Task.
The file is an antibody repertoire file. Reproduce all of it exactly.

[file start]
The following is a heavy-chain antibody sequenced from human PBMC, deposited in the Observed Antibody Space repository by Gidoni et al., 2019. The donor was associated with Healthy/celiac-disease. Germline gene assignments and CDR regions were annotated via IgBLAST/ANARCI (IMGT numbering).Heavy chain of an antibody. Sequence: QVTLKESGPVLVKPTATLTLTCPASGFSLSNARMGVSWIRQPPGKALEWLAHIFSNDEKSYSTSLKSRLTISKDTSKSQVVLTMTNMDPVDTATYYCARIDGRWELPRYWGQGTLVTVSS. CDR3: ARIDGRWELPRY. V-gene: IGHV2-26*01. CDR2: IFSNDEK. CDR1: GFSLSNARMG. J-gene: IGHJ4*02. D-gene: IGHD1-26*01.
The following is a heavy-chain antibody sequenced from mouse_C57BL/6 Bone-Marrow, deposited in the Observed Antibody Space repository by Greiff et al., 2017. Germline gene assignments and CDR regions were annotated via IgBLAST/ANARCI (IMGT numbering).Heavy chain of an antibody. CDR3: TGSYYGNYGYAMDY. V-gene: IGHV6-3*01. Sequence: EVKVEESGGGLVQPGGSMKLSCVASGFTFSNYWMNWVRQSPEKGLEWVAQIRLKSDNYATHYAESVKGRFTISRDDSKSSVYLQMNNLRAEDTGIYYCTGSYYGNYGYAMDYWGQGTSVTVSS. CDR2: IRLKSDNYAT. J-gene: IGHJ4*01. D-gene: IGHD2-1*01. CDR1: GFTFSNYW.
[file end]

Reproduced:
The following is a heavy-chain antibody sequenced from human PBMC, deposited in the Observed Antibody Space repository by Gidoni et al., 2019. The donor was associated with Healthy/celiac-disease. Germline gene assignments and CDR regions were annotated via IgBLAST/ANARCI (IMGT numbering).Heavy chain of an antibody. Sequence: QVTLKESGPVLVKPTATLTLTCPASGFSLSNARMGVSWIRQPPGKALEWLAHIFSNDEKSYSTSLKSRLTISKDTSKSQVVLTMTNMDPVDTATYYCARIDGRWELPRYWGQGTLVTVSS. CDR3: ARIDGRWELPRY. V-gene: IGHV2-26*01. CDR2: IFSNDEK. CDR1: GFSLSNARMG. J-gene: IGHJ4*02. D-gene: IGHD1-26*01.
The following is a heavy-chain antibody sequenced from mouse_C57BL/6 Bone-Marrow, deposited in the Observed Antibody Space repository by Greiff et al., 2017. Germline gene assignments and CDR regions were annotated via IgBLAST/ANARCI (IMGT numbering).Heavy chain of an antibody. CDR3: TGSYYGNYGYAMDY. V-gene: IGHV6-3*01. Sequence: EVKVEESGGGLVQPGGSMKLSCVASGFTFSNYWMNWVRQSPEKGLEWVAQIRLKSDNYATHYAESVKGRFTISRDDSKSSVYLQMNNLRAEDTGIYYCTGSYYGNYGYAMDYWGQGTSVTVSS. CDR2: IRLKSDNYAT. J-gene: IGHJ4*01. D-gene: IGHD2-1*01. CDR1: GFTFSNYW.